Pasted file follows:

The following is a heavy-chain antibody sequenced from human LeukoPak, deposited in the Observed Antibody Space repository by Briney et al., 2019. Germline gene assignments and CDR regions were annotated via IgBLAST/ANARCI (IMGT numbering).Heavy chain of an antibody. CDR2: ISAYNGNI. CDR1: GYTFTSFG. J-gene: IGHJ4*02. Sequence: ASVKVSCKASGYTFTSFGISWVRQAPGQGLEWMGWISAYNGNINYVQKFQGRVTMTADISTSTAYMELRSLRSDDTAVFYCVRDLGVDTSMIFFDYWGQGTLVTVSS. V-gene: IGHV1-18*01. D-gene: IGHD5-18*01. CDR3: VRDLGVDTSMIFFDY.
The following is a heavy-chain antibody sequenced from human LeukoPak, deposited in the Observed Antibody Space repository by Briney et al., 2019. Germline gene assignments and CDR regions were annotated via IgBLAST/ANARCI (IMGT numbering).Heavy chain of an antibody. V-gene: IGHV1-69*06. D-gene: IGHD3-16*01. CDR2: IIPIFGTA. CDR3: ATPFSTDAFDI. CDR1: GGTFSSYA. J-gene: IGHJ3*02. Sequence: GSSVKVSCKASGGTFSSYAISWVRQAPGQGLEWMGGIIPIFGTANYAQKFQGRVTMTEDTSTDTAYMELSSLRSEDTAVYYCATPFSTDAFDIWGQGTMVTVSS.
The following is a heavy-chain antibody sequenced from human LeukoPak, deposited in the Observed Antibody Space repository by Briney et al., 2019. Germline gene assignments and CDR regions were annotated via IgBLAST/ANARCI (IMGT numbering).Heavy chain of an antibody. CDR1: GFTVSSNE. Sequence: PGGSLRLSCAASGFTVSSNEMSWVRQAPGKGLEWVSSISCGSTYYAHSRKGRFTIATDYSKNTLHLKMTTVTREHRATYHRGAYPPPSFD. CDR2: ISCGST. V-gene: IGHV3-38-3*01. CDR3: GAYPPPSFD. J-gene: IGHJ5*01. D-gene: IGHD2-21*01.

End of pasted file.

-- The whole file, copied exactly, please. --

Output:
The following is a heavy-chain antibody sequenced from human LeukoPak, deposited in the Observed Antibody Space repository by Briney et al., 2019. Germline gene assignments and CDR regions were annotated via IgBLAST/ANARCI (IMGT numbering).Heavy chain of an antibody. CDR2: ISAYNGNI. CDR1: GYTFTSFG. J-gene: IGHJ4*02. Sequence: ASVKVSCKASGYTFTSFGISWVRQAPGQGLEWMGWISAYNGNINYVQKFQGRVTMTADISTSTAYMELRSLRSDDTAVFYCVRDLGVDTSMIFFDYWGQGTLVTVSS. V-gene: IGHV1-18*01. D-gene: IGHD5-18*01. CDR3: VRDLGVDTSMIFFDY.
The following is a heavy-chain antibody sequenced from human LeukoPak, deposited in the Observed Antibody Space repository by Briney et al., 2019. Germline gene assignments and CDR regions were annotated via IgBLAST/ANARCI (IMGT numbering).Heavy chain of an antibody. V-gene: IGHV1-69*06. D-gene: IGHD3-16*01. CDR2: IIPIFGTA. CDR3: ATPFSTDAFDI. CDR1: GGTFSSYA. J-gene: IGHJ3*02. Sequence: GSSVKVSCKASGGTFSSYAISWVRQAPGQGLEWMGGIIPIFGTANYAQKFQGRVTMTEDTSTDTAYMELSSLRSEDTAVYYCATPFSTDAFDIWGQGTMVTVSS.
The following is a heavy-chain antibody sequenced from human LeukoPak, deposited in the Observed Antibody Space repository by Briney et al., 2019. Germline gene assignments and CDR regions were annotated via IgBLAST/ANARCI (IMGT numbering).Heavy chain of an antibody. CDR1: GFTVSSNE. Sequence: PGGSLRLSCAASGFTVSSNEMSWVRQAPGKGLEWVSSISCGSTYYAHSRKGRFTIATDYSKNTLHLKMTTVTREHRATYHRGAYPPPSFD. CDR2: ISCGST. V-gene: IGHV3-38-3*01. CDR3: GAYPPPSFD. J-gene: IGHJ5*01. D-gene: IGHD2-21*01.